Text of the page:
QA's practice director of Cyber Security, Richard Beck, rounds up this week's cyber security news.

Sources of trusted guidance for the Log4j vulnerability

Apart from the first vulnerability, CVE-2021-44228, two more flaws have emerged. The second vulnerability in Log4j is tracked as CVE-2021-45046 and is related to denial-of-service (DoS). It is rated 3.7 out of 10 on the CVSS scale and impacts all Log4j versions from 2.0-beta9 through 2.12.1 and 2.13.0 through 2.15.0. Security firm Praetorian uncovered another vulnerability in version 2.15.0 and can allow for exfiltration of confidential information in specific circumstances. No identifier to the flaw has yet been issued. Cybercriminals are using this window of opportunity to gain access to whatever they can right now to capitalise on it later. Users requiring Java 8 or later are recommended to update to Log4j version 2.16.0, and users requiring Java 7 are recommended to update to version 2.12.2 when it becomes available. Defenders are advised to minimise exposure by patching and mitigating every aspect of the organisational network and carefully examining exposed and potentially infected systems.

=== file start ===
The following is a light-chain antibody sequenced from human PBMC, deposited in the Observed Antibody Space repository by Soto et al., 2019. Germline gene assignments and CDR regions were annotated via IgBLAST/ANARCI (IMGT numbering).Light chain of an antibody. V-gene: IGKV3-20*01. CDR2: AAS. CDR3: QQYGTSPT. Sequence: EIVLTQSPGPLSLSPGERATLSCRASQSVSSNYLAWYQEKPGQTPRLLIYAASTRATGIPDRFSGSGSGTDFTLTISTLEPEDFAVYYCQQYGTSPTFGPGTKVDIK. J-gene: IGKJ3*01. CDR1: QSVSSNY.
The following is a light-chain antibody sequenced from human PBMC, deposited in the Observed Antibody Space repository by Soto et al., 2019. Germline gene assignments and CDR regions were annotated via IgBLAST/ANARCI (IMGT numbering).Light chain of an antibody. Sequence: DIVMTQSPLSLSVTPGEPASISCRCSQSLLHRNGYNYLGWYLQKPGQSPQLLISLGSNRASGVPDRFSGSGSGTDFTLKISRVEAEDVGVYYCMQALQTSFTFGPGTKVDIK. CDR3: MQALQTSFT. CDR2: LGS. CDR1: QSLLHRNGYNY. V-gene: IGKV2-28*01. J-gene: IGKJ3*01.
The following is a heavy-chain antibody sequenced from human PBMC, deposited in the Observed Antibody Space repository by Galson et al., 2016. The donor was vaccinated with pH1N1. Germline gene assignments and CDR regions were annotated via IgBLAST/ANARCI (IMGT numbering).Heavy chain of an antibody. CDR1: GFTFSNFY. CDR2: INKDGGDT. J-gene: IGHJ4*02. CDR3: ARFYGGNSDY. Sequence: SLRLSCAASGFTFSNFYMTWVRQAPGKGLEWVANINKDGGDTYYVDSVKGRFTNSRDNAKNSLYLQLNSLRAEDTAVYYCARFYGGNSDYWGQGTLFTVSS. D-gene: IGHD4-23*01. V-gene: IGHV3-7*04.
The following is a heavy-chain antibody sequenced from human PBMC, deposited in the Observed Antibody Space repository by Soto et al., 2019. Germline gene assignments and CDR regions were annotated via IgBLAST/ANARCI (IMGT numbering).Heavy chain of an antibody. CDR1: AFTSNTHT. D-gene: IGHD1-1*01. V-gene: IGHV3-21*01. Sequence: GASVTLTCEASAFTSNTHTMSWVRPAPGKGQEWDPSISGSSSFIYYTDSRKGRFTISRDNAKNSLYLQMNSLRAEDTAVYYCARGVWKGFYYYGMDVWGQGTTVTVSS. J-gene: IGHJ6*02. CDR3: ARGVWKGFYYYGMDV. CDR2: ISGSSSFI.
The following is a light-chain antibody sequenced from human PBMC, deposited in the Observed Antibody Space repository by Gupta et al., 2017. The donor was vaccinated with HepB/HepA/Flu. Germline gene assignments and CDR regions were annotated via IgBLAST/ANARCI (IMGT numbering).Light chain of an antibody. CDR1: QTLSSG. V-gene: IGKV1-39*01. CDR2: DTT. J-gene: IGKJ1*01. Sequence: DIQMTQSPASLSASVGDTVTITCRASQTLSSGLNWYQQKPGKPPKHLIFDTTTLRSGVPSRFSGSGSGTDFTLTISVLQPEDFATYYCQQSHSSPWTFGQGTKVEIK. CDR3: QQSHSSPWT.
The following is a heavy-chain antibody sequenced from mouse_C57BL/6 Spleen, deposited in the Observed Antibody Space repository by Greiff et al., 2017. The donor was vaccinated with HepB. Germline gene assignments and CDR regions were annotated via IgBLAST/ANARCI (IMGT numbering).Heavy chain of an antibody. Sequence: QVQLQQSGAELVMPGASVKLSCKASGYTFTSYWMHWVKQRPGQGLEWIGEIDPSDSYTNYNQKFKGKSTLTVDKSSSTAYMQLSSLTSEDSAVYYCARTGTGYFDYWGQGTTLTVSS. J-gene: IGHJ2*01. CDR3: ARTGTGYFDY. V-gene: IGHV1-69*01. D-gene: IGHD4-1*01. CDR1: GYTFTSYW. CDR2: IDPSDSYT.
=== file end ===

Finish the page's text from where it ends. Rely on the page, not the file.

Sources of trusted guidance can be found here:

  • NCSC – Apache Log4j vulnerabilities
  • NCSC – Log4j - What should boards be asking?
  • US CISA – Apache Log4j Vulnerability Guidance
  • Microsoft – Guidance for preventing, detecting and hunting for CVE-2021-44228 Log4j 2 exploitation
  • Google – Understanding the impact of Apache Log4J
  • Google Cloud recommendations for investigating and responding to the Apache Log4j 2 vulnerability
  • Amazon – Using AWS security services to protect against, detect and respond to the Log4j vulnerability
  • Apache – Apache Log4j Security Vulnerabilities

Apache releases new 2.17.0 patch for Log4j

The Apache Software Foundation published a new Log4j patch late on Friday after discovering issues with 2.16. Apache has released version 2.17.0 of the patch for Log4j after discovering issues with their previous release, which came out on Tuesday. Apache said version 2.16 "does not always protect from infinite recursion in lookup evaluation" and explained that it is vulnerable to CVE-2021-45105, a denial of service vulnerability. They said the severity is "high" and gave it a CVSS score of 7.5.